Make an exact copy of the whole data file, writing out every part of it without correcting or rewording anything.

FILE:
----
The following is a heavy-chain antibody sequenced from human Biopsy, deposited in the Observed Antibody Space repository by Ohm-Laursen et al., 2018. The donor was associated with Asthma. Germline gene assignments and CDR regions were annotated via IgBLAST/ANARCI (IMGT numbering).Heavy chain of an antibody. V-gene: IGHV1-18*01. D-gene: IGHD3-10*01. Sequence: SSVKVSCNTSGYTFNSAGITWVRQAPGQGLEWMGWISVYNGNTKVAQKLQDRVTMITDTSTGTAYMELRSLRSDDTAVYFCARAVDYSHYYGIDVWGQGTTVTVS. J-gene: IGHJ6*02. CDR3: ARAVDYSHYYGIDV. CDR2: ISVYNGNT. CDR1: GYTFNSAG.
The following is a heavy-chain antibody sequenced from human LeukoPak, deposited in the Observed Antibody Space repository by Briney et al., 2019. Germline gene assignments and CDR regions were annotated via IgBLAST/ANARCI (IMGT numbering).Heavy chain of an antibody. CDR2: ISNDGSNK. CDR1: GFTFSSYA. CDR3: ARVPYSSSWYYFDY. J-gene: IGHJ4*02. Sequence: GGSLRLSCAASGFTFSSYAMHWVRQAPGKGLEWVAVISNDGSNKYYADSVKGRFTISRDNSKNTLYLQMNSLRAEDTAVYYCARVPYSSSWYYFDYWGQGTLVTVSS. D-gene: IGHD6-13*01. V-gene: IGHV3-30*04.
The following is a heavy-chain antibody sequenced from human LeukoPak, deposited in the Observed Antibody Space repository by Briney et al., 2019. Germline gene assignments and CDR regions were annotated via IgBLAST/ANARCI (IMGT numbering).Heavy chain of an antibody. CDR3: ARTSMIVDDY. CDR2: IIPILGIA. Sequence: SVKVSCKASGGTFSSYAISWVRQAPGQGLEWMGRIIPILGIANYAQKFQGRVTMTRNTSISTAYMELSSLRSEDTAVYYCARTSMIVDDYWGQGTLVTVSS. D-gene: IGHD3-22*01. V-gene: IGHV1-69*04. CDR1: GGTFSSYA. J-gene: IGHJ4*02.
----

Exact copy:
The following is a heavy-chain antibody sequenced from human Biopsy, deposited in the Observed Antibody Space repository by Ohm-Laursen et al., 2018. The donor was associated with Asthma. Germline gene assignments and CDR regions were annotated via IgBLAST/ANARCI (IMGT numbering).Heavy chain of an antibody. V-gene: IGHV1-18*01. D-gene: IGHD3-10*01. Sequence: SSVKVSCNTSGYTFNSAGITWVRQAPGQGLEWMGWISVYNGNTKVAQKLQDRVTMITDTSTGTAYMELRSLRSDDTAVYFCARAVDYSHYYGIDVWGQGTTVTVS. J-gene: IGHJ6*02. CDR3: ARAVDYSHYYGIDV. CDR2: ISVYNGNT. CDR1: GYTFNSAG.
The following is a heavy-chain antibody sequenced from human LeukoPak, deposited in the Observed Antibody Space repository by Briney et al., 2019. Germline gene assignments and CDR regions were annotated via IgBLAST/ANARCI (IMGT numbering).Heavy chain of an antibody. CDR2: ISNDGSNK. CDR1: GFTFSSYA. CDR3: ARVPYSSSWYYFDY. J-gene: IGHJ4*02. Sequence: GGSLRLSCAASGFTFSSYAMHWVRQAPGKGLEWVAVISNDGSNKYYADSVKGRFTISRDNSKNTLYLQMNSLRAEDTAVYYCARVPYSSSWYYFDYWGQGTLVTVSS. D-gene: IGHD6-13*01. V-gene: IGHV3-30*04.
The following is a heavy-chain antibody sequenced from human LeukoPak, deposited in the Observed Antibody Space repository by Briney et al., 2019. Germline gene assignments and CDR regions were annotated via IgBLAST/ANARCI (IMGT numbering).Heavy chain of an antibody. CDR3: ARTSMIVDDY. CDR2: IIPILGIA. Sequence: SVKVSCKASGGTFSSYAISWVRQAPGQGLEWMGRIIPILGIANYAQKFQGRVTMTRNTSISTAYMELSSLRSEDTAVYYCARTSMIVDDYWGQGTLVTVSS. D-gene: IGHD3-22*01. V-gene: IGHV1-69*04. CDR1: GGTFSSYA. J-gene: IGHJ4*02.